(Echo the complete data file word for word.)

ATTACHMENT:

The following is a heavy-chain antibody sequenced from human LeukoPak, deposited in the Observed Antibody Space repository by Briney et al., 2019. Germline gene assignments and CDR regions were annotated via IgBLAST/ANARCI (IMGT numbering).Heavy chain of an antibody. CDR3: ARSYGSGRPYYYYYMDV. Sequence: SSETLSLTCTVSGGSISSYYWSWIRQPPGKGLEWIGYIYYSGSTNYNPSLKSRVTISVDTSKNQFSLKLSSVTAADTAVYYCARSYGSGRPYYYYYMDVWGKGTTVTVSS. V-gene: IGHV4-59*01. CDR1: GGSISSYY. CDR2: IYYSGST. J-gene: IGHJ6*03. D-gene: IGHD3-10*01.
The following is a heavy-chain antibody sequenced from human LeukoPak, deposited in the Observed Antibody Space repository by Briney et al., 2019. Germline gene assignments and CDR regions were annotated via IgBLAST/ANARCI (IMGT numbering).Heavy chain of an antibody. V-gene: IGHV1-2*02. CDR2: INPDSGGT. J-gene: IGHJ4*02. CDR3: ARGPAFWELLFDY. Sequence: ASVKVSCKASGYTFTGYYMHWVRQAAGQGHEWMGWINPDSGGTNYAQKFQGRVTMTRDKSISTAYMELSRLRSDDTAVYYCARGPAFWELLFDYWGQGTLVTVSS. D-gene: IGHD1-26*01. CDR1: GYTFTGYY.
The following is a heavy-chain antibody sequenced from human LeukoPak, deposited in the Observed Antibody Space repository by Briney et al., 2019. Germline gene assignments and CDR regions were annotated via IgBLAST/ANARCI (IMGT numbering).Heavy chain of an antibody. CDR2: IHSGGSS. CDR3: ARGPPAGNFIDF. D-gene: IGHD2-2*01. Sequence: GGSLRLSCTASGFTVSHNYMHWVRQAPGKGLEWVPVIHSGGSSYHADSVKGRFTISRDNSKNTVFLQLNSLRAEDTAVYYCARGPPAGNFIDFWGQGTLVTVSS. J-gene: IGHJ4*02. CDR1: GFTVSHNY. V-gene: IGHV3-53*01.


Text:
The following is a heavy-chain antibody sequenced from human LeukoPak, deposited in the Observed Antibody Space repository by Briney et al., 2019. Germline gene assignments and CDR regions were annotated via IgBLAST/ANARCI (IMGT numbering).Heavy chain of an antibody. CDR3: ARSYGSGRPYYYYYMDV. Sequence: SSETLSLTCTVSGGSISSYYWSWIRQPPGKGLEWIGYIYYSGSTNYNPSLKSRVTISVDTSKNQFSLKLSSVTAADTAVYYCARSYGSGRPYYYYYMDVWGKGTTVTVSS. V-gene: IGHV4-59*01. CDR1: GGSISSYY. CDR2: IYYSGST. J-gene: IGHJ6*03. D-gene: IGHD3-10*01.
The following is a heavy-chain antibody sequenced from human LeukoPak, deposited in the Observed Antibody Space repository by Briney et al., 2019. Germline gene assignments and CDR regions were annotated via IgBLAST/ANARCI (IMGT numbering).Heavy chain of an antibody. V-gene: IGHV1-2*02. CDR2: INPDSGGT. J-gene: IGHJ4*02. CDR3: ARGPAFWELLFDY. Sequence: ASVKVSCKASGYTFTGYYMHWVRQAAGQGHEWMGWINPDSGGTNYAQKFQGRVTMTRDKSISTAYMELSRLRSDDTAVYYCARGPAFWELLFDYWGQGTLVTVSS. D-gene: IGHD1-26*01. CDR1: GYTFTGYY.
The following is a heavy-chain antibody sequenced from human LeukoPak, deposited in the Observed Antibody Space repository by Briney et al., 2019. Germline gene assignments and CDR regions were annotated via IgBLAST/ANARCI (IMGT numbering).Heavy chain of an antibody. CDR2: IHSGGSS. CDR3: ARGPPAGNFIDF. D-gene: IGHD2-2*01. Sequence: GGSLRLSCTASGFTVSHNYMHWVRQAPGKGLEWVPVIHSGGSSYHADSVKGRFTISRDNSKNTVFLQLNSLRAEDTAVYYCARGPPAGNFIDFWGQGTLVTVSS. J-gene: IGHJ4*02. CDR1: GFTVSHNY. V-gene: IGHV3-53*01.